Monday, January 16, 2012

Day Six- Crater Camp

Crater Camp is in Kibo's crater, next to the Furtwangler Glacier. Regarding this campsite, a website stated, "At this elevation (18,500) some of the hikers start to look blue from lack of oxygen. Altitude can also affect the brain making people feel confused and befuddled. Some hikers complain of lack of sleep since their breathing patterns become irregular. It's a huge effort to even make it to the toilet."

I don't think I turned blue, but I was certainly slowing down. I told Herman and Rumisha to go ahead of me as I was taking my good ol' time and wanted to take some photos of the amazing glacier:

Here's a NASA image from 2004 with locations of major glaciers on Mt. Kilimanjaro. Look for the Furtwangler Glacier; that's where I was.

Looking at the opposite side of the glacier:

Herman and Rumisha head toward camp. You can see our camp in the distance:

According to Wikipedia, the Furtwangler Glacier "is a small remnant of an enormous icecap which once crowned the summit of Mount Kilimanjaro. This icecap has retreated significantly over the past century; between 1912 and 2000, 82 percent of the glacial ice on the mountain has disappeared. The retreat of glacial ice on the summit is expected to continue and by the year 2020, all the glaciers on top of the mountain may be gone, although seasonal snows will continue to cover the higher sections of the mountain for several months of the year. The glacier is named after Walter Furtwängler, who along with Siegfried König, were the fourth to ascend to the summit of Kilimanjaro in 1912." Click here for a sad yet interesting article on the Furtwangler Glacier.

In order to provide you with a sense of scale, look at the porter (I forgot his name); he is a shrimp!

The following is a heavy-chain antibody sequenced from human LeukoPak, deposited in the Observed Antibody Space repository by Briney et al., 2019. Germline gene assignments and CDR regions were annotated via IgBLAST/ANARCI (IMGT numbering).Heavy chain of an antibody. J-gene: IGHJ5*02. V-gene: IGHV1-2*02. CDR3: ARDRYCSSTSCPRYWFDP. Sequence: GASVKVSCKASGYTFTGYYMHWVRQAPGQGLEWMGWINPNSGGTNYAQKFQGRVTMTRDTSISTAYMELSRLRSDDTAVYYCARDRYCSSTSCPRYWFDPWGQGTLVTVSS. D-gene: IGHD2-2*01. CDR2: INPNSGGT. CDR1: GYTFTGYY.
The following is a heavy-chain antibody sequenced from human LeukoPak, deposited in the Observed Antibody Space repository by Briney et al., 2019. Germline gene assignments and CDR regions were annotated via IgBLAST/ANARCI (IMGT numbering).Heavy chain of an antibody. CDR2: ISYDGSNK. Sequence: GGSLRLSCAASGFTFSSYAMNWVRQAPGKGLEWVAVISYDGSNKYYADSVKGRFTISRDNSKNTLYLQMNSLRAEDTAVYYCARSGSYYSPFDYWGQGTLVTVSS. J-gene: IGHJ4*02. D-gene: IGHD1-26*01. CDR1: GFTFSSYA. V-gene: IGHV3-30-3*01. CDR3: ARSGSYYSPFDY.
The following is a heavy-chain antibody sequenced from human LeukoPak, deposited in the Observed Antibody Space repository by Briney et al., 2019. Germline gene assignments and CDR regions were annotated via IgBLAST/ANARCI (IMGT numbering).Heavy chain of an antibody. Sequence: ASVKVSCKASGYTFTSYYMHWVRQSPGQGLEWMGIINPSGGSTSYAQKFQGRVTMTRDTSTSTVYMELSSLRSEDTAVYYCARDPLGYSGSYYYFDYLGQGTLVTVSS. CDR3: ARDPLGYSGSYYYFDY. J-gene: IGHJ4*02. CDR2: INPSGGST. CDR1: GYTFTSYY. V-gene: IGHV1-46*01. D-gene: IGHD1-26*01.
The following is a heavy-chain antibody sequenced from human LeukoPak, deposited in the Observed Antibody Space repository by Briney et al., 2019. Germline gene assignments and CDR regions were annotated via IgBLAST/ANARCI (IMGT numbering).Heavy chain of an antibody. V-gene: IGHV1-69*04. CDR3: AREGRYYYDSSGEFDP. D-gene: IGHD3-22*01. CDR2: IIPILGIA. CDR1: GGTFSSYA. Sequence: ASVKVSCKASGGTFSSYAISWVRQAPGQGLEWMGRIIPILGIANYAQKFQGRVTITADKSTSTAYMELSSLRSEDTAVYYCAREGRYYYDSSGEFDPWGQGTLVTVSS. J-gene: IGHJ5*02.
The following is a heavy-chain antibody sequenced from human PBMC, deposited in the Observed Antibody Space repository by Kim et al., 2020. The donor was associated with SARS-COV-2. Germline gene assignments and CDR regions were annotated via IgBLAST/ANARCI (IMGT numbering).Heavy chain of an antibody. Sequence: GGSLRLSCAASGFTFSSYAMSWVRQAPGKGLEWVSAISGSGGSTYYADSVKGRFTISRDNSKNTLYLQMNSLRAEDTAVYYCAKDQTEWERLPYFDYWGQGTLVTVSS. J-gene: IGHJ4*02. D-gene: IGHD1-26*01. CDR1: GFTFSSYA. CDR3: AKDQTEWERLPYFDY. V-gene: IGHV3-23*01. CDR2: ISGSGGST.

I eventually stumbled into camp. What did I find? Most of the porters sunbathing. When I asked them if they were enjoying their sunbathing experience, they looked at me like I was nuts. As it turns out, there is not a Swahili word for "sunbathe," so they had no idea what I was talking about. I actually wanted to join them, but they had all scuttled off by the time I had placed my bags in my tent.

As my team had all but disappeared, I headed back to my tent to rest:

 Around 6pm it was time for dinner. Here was one of the many dishes:

Ezekiel always made a nice table top (even if it was on my tent's floor):

After dinner I noticed that the sun was beginning to set:

I ventured outside of my tent and took some photos:

Looking up at Kibo and Uhuru Peak, tomorrow's destination (The Rooftop of Africa!):

The lighting is highly manipulated in the following photo, but I think that it looks pretty cool:

We went to bed early that night because our summit attempt was the next morning (as well as my 32nd birthday)!


  1. Yes, I have to agree with you on this; it was amazing!

  2. incredible photos kate! i agree with you--i hope the glaciers are still there after 2020! i feel the same sadness about coral reefs dying off. i want my kids to experience glaciers and coral reefs too!

    1. Here's to us protecting the beauty of this earth for our little ones!